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Importance of business law in business school curriculum 

In light of the many legal aspects (not to mention banking and economic dimensions) of the financial crisis of 2008, and previous crises in recent years, the need for a greater awareness by business executives of basic aspects of business law is, or should be, apparent.  Business education (educators and curriculum) should be guided accordingly.*   These conclusions are confirmed by the following search results. 

For the importance of business law, click here (Google™ results); here Bing™ results).For the importance of business law in a business environment, click here.  For the importance of business law in business schools,click here.For the importance of business law for business school students, click here.  For the importance of business law for management students, click here.For the importance of business law for MBA students, click here.For the importance of business law for managers, click hereFor the importance of business law for entrepreneurs, click here.

See also, e.g.Robert A. Prentice, The Case for Educating Legally Aware Accountants, 38 American Business Law Journal  at 597 (2001); first published online: June 28, 2008.  For information on Professor Prentice, click here.  For more information on him, click here.  See also, "verbal skills importance" in Gallery 7 on Navigation Bar.  Cf. Vanessa O'CConnell, New Lawyers, New Classes, Wall Street J., B3 (Aug 24,2011) [Junior lawyers are in program developed by Fullbridge, a year-old business education company co-founded by two Harvard M.B.A. graduates.].

The following is an excerpt of a proposed article (2011 revised draft of earlier 1994 draft) on these subjects:

Academy of Legal Studies in Business (ALSB)

A comprehensive plan with respect to legal studies has been promulgated by the Academy of Legal Studies in Business (ALSB), an organization that traces its beginnings to 1924. In its strategic plan it stresses, at the outset, as core values, that "[l]aw and ethical behavior are foundational to civilized society" and that "[l]egal studies, an inclusive term that encompasses the diverse ways that law and ethics shape the global environment of business, is an integral part of business education and informs effective and responsible business decisions and managerial behavior." SeeALSB Strategic Plan(May 22, 2012),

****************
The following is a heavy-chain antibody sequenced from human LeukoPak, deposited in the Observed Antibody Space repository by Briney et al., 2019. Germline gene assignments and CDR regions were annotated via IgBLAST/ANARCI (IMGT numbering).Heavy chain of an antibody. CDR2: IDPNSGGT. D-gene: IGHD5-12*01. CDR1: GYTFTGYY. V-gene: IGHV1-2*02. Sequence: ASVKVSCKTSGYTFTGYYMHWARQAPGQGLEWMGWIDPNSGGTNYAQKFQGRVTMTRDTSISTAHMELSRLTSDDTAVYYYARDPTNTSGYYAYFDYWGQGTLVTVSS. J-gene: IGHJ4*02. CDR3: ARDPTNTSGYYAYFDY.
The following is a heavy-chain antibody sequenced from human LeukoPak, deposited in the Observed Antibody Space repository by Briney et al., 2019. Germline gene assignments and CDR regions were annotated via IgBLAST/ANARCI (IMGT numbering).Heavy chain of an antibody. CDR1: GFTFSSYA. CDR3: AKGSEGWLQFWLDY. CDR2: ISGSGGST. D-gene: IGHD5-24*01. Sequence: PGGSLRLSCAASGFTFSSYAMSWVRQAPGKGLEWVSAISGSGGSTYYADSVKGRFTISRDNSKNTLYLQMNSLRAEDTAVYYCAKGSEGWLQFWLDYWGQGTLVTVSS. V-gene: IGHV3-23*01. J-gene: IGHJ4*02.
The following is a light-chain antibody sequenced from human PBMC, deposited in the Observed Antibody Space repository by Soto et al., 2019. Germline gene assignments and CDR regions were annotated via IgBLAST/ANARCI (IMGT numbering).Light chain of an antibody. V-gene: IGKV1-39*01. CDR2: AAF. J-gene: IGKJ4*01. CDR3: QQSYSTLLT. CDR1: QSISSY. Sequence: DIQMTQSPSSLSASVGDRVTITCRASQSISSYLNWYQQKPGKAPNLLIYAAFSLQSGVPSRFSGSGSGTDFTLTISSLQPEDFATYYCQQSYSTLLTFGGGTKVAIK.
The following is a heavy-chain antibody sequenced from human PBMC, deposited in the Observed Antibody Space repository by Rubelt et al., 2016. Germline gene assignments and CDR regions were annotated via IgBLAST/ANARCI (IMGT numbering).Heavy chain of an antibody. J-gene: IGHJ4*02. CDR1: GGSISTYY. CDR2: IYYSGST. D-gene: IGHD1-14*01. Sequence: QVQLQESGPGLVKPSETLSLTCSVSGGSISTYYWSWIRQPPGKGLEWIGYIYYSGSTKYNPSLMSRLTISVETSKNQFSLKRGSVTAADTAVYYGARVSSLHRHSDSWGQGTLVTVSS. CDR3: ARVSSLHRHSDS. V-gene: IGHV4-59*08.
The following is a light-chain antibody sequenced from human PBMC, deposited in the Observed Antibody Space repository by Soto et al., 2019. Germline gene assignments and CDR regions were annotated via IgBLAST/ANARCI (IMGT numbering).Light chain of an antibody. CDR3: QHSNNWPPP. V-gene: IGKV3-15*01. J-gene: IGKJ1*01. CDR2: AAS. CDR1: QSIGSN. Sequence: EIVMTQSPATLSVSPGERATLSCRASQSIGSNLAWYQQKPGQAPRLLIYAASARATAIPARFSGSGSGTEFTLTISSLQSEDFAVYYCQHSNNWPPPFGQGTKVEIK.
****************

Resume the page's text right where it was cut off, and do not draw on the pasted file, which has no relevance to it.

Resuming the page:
Its strategic statement emphasizes that "[a]n essential function of the Academy is to foster a deeper understanding of the role of law and ethical behavior in business and in society." Id. It adds that the "Academy will advance the discipline of legal studies by enhancing understanding of the importance of legal studies to the development of business leaders and to the teaching and practice of accounting, finance, marketing, management, and other business functions." Id.

It will, among other actions, "[p]romote law and legal studies courses in the business curriculum" and "[e]ncourage articles and publicity on the importance of law and ethics to businesses and the business curriculum." Id.  For more information on the Academy's strategic plan at, click hereSee also, Daniel J. Herron, History of the ALSB, Academy of Legal Studies in Business (July 2002), or click here.  For more information on the ALSB, click here.


  * The phrase "The importance of business law" or the "importance of verbal skills" perhaps brings to mind the partial title "The Importance of Being Earnest," by Oscar Wilde, both phrases emphasizing the importance of something.  The full title of the play is "The Importance of Being Earnest: A Trivial Comedy for Serious People" is a farce/satire/comedy portraying  serious (trivial?) treatment of a trivial (serious?) subject.  In contrast, "The importance of business law" relates to a serious treatment of a serious subject. 

For  SparkNotes' comments, e.g., on this play on words in the play, click here (describing that when the characters inn the play use the word "serious", they tend to mean “trivial,” and vice versa.  For example, Algernon thinks it “shallow” for people not to be “serious” about meals, and Gwendolen believes, “In matters of grave importance, style, not sincerity is the vital thing.” (available at  For more information on the play, click here.